A bit more about workshops and critiqueing here.
There is a lot of talk about reviewers, and what an ideal review should be like. Some people say ‘don’t say anything if you can’t say anything nice’, some people advocate the ‘sandwich method’, in which you put a ‘negative’ comment between two positives.
Personally, I think that is all very well for people who just start out on the crit group circuit, writers who are still feeling their way ahead, who want to be encouraged as much as critted.
There comes a time, though, that the more serious writer will feel like saying ‘just give it to me straight and cut the waffle’.
Ultimately, I think the most damaging critique you can receive in a crit group is one which says the submission is wonderful.
It lulls the writer into a false bubble of comfort, that the story is perfect, that you could never improve it, that every reader is going to like it.
Well, that only sets you up for disappointment.
A thorough crit from a very critical reviewer gives you a valuable window into how another reader experiences the story. The reviewer may something you don’t agree with, but how did the reviewer come to that conclusion? Is the basis for the reviewer’s reaction some point in your story where you neglected to mention something, or did mention something to give the reviewer this idea?
I’ll use a couple of the less-illustrious comments I’ve received as examples. More about them below:
A reviewer said: These are not sentences. This is a problem throughout the submission.
My first reaction: what an idiot. Has he never heard of sentence fragments as stylistic feature in action scenes?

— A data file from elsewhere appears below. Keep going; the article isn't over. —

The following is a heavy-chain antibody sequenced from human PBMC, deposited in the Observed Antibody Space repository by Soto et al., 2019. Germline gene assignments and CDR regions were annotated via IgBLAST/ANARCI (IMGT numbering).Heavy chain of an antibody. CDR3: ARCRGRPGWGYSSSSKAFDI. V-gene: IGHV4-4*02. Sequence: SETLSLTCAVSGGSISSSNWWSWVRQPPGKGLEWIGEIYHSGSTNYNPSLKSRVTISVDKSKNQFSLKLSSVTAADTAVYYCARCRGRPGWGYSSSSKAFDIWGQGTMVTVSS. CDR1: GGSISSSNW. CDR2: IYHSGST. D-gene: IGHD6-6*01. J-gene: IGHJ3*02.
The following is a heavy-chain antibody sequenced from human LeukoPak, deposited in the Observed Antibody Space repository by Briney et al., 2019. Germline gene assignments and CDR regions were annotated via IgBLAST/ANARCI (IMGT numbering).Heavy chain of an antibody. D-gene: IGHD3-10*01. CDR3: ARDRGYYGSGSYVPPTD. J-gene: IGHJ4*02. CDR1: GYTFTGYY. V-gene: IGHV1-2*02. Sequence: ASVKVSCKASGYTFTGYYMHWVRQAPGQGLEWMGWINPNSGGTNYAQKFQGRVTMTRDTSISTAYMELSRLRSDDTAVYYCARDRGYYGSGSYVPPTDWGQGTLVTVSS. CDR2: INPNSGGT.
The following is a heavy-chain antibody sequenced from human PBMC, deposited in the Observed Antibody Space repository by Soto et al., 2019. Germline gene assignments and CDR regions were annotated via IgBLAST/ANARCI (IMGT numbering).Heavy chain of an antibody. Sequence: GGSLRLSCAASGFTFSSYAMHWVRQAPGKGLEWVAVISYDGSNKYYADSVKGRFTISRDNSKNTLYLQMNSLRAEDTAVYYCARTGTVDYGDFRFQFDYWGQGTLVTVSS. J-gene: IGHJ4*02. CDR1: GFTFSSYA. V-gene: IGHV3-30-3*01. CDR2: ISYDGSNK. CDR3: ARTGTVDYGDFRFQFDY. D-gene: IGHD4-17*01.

My reaction later: Maybe I’ve used too many fragments.
A reviewer said (free interpretation): the setup in this story suggests that these people were direct descendants of Adam and Eve, but that doesn’t make sense in relation of what happens in this story
My first reaction: [insert on cue swear words]. What sort of cloud is this person living on? I’m an atheist, and there are no religious references in this story. This person is crazy.
Reaction much later, after much mulling: OK, I think I assumed too much of my own mindset, and I need to add some detail to steer readers towards my vision of this world. If the reviewer thought all this, I’ve obviously failed to communicate some worldbuilding.
The point is that no matter how crazy you think a comment is, it’s always made in reaction to something you’ve written, and if a reviewer gives a crazy interpretation, you’ve failed somewhere in your writing, at least for that person. You might also look through your other reviewers’ reports and find the same comment hidden between the lines.
When someone makes a comment on your writing, there are some points to consider:
1. Do you think they have a point? Don’t let anger cloud the response to your reply here.
2. If you think they have a point, does it matter?
3. Do you think you should/can do something about it?
Now you have read all the reviews and you’re considering all the comments, but you still haven’t changed a thing in your story. Here are some more points:
1. Never change anything on the say-so of one reviewer unless it’s a typo or he/she holds a paycheque.
2. A reviewer’s comment is a reaction, a suggestion, but never an order.
3. A reviewer’s comment should make you think (the best ones make you think for days).
4. Nothing is ever set in concrete.
5. If your chosen approach doesn’t work, why not try one of the more outlandish reviewers’ suggestions?
6. Ultimately, a story is yours, and anything you change should be your work.
7. Any stubbornness is your, too.